Industry Magazine Get JACK'D Magazine Spring 2017 | Page 15

you could possibly hope to accomplish . There never will be . And this perception of not having enough — whether it be time , money , food , energy or love — sends a message to the brain that there is a threat lingering somewhere in the near future . This immediately triggers our innate stress response , designed to motivate us to get more of what we might need . If we never sense that we have enough , we will always be in a state of chronic stress whether we recognize it or not . If our environment is intentionally designed to trigger desires for more in order to make us consume as much as possible , how will we ever break the cycle ? The New Science Of Stress
When it comes to human beings , it turns out that stress is not a noun or a verb , but rather a dynamic relationship between our perceptions of capacity versus demand . When we have what we need to effectively adapt , challenges can ultimately make us stronger . There are countless stories and studies of people who experience growth post trauma rather than disorder . When resources are inadequate , tension or strain results and what initially holds us together eventually breaks us apart .
As Robert Sapolsky describes in his seminal book , Why Zebras Don ’ t Get Ulcers , most animals experience stress when they realize something truly threatening is in their environment . Because of our advanced neurological networks , only humans ( and perhaps a few of our closest relatives [ still to be determined ]) are able to plan or predict that something dangerous might occur in the near future . In a very protective design feature , our brains create neural networks ( or maps ) that recognize patterns over time . They make assumptions based on those patterns as to what might happen . One tricky element is that sometimes the patterns that we believe exist are merely worrisome thoughts , messages passed down over generations or plots picked up in movies along the way .
This leads us to the good , the bad and the ugly of our relationship with stress . The good news is our experience is determined by our perception and therefore can be highly modified by our own mind . The bad news is that our experience is determined by our perception and therefore can be highly modified by our own mind . So depending on our state of mind at the time , our response can either help us or hurt us . The ugly part of our relationship with stress is that sometimes , dare I say most of the time , our minds are not our own .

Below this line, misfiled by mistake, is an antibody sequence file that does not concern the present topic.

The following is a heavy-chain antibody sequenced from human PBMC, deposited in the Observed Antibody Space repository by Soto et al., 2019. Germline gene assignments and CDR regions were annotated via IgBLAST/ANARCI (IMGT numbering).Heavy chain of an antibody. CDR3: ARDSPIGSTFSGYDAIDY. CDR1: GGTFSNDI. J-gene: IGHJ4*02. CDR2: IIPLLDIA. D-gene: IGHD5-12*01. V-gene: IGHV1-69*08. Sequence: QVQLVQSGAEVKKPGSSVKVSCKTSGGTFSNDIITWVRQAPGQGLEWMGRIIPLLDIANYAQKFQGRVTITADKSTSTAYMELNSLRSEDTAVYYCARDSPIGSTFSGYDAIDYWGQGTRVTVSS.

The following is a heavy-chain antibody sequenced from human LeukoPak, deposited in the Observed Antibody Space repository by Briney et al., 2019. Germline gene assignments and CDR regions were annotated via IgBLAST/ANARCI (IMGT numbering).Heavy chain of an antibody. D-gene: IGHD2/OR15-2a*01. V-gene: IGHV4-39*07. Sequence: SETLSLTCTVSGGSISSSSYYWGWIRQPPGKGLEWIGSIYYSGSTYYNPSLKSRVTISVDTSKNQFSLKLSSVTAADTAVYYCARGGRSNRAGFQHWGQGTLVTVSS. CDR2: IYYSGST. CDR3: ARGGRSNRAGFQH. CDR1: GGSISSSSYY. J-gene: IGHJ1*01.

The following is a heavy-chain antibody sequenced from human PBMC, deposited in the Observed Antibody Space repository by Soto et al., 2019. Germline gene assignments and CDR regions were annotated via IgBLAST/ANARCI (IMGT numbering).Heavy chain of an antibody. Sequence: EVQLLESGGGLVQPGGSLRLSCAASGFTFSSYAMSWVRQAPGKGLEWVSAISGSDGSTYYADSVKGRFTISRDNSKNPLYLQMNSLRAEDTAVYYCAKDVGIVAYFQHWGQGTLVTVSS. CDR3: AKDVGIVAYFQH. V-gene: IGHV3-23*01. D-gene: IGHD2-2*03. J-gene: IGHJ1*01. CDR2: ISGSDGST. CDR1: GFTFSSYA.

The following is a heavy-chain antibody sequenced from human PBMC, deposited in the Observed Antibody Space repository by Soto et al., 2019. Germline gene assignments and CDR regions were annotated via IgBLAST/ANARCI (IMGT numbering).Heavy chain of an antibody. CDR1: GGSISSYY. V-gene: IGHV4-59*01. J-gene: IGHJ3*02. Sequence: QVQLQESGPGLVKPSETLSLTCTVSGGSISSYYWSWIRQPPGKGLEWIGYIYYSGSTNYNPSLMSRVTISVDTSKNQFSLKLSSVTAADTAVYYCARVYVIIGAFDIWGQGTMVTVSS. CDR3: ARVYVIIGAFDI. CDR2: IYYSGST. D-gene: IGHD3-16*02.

Without targeted focus on our own internal dialogue , our minds are easily swayed towards the goals of others . It is the brain ’ s beautiful sensitivity that enables us to experience empathy , compassion and intuition . It is also the same sensitivity that guides us towards creative expression and innovation . However , if not appropriately focused on our own intentions , the noise of the world around us quickly hijacks our attention . The human brain is already wired with sensitivity towards potential threats , causing us to pay about 80 percent more attention to the bad rather than the good . We have about five times more fear-based circuitry in the brain than reward-based and fMRI ( functional magnetic resonance imaging ) data clearly shows we respond much more quickly to danger than delight . Become A Brain Boss
So how do you become the boss of your own brain and transform your relationship with stress ? The answer is simple , but it ’ s not easy . You put taking care of yourself and managing your personal energy on the very top of your ‘ to-do ’ list . You schedule time first thing in the morning to place your attention firmly on the intentions you have for the day ahead . Before you think about what you need to do , you consider who you want to be . Ground yourself in the energy quality required to make the day as impactful as possible . You already know how to do that . Now you just need to retrain your brain to follow your heart , instead of the other way around .
To learn more about building resilience , visit HeidiHanna . com for more resources and learning opportunities .


DR . HEIDI HANNA is a New York Times best-selling author ; CEO and founder of Synergy , a consulting company providing brain-based health and performance programs to organizations ; and the executive director for the American Institute of Stress . She also created the Beyond Funny project , which provides educational resources related to humor and mental health .